I am an assistant professor of digital youth at The Information School and an adjunct assistant professor in Human Centered Design & Engineering at the University of Washington.

I am also a Senior Research Fellow at the Joan Ganz Cooney Center at Sesame Workshop.

I am the PI and co-PI on several projects focusing on answering the question: “How do new technologies support collaborative learning in families?”

Current Projects

Developer and Researcher of Formal and Informal STEM Learning Environments: Since 2011, I supported the design, implementation, and facilitation of the Kitchen Chemistry program. I am the Co-PI on Science Everywhere, a NSF Cyberlearning DIP project focused on how neighborhoods (e.g., schools, afterschool, homes) can learn science together through the use of a socio-technical system focused on mobile, social, and ubiquitous technologies (2014 – present).

Researcher in Participatory Design in Intergenerational Design Groups: I have researched and lead a participatory co-design team partnering with children, researchers and design collaborators on the development of technologies at the Human-Computer Interaction Lab at the University of Maryland. I am the current director of KidsTeam UW, an intergenerational co-design group of children and adults designing new technologies for children, with children (2015 – present).
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Researcher in Search and Brokering in English Language Learning Families: I am conducting a large field study to understand how children of Latino American English language learning families are searching, translating, and brokering online information. This work is funded by a Google Faculty Research Award. My current and past work at the Joan Ganz Cooney Center at Sesame Workshop focuses on how Latino heritage families use technologies in their homes and in other domains (2014 – present).

Games and Learning in Families: I research on how families learn and collaborate together through digital games. This includes research on Pokémon Go and designing games together with programming tools.

Internet of Things and Families: My research group studies how families learn together when they engage together with the IoT devices, like Amazon Echo and Google Home. This research is funded by Mozilla.

Current News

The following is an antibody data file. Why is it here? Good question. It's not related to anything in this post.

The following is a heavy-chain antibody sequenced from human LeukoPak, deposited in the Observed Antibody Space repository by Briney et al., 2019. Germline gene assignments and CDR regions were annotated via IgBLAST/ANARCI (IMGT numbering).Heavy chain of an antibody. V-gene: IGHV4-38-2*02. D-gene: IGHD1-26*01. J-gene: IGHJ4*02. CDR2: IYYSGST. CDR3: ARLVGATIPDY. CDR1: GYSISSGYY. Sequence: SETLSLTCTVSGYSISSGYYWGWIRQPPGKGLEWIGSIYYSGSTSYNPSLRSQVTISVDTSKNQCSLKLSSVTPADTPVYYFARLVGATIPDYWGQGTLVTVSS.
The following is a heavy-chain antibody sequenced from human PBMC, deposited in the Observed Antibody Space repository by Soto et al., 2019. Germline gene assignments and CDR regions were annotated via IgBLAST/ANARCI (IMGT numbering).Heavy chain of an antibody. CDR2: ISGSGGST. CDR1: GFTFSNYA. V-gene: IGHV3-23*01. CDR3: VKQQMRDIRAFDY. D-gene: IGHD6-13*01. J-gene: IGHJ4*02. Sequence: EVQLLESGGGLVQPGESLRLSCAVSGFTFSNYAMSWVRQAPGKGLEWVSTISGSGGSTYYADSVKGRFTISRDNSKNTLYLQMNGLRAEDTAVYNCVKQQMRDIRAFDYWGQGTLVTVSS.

January 2018: We had three full papers accepted to SIGCHI!

  • Banerjee, R., Liu, L., Sobel, K., Pitt, C., Lee, K.J., Wang, M., Chen, S., Davison, L., Yip, J., Ko, A., & Popovič, Z. (accepted). Empowering families facing English literacy challenges to jointly engage in computer programming. In Proceedings of SIGCHI Human Factors in Computing Systems (CHI 2018). New York, NY: ACM.
  • Ahn, J., Clegg, T., Yip, J., Bonsignore, E., Pauw, D., Cabrera, L., Hernly, K., Pitt, C., Mills, K., Salazar, A., Griffing, D., Rick, J., & Marr, R. (accepted). Science Everywhere: Designing public, tangible displays to connect youth learning across settings. In Proceedings of SIGCHI Human Factors in Computing Systems (CHI 2018). New York, NY: ACM.
    *Note: First authors are listed by alphabetical order (Ahn, Clegg, Yip).
  • Woodward, J., McFadden, Z., Shiver, N., Ben-hayon, A., Yip, J.C., & Anthony, L. (accepted). Using co-design to examine how children conceptualize intelligent interfaces. In Proceedings of SIGCHI Human Factors in Computing Systems (CHI 2018). New York, NY: ACM.

December 2017:

  • Alexis Hiniker, Julie Kientz, and I just won a $67,000 grant to study Internet voice assistants in families from Mozilla.
  • I won The Information School’s PROF Teaching Award 2017

November 2017: I am a judge at the Amazon Alexa Skills Challenge

October 2017: Our SIGCSE paper was accepted on informal mentorship for computing and adolescents

  • Ko, A., Hwa, L., Davis, K. & Yip, J.C. (2018). Informal computing mentoring of low-income adolescents: Relationships, roles, qualities, and impact. In Proceedings of SIGCSE 2018.

September 2017: I presented our research on games and families at PAX WEST.

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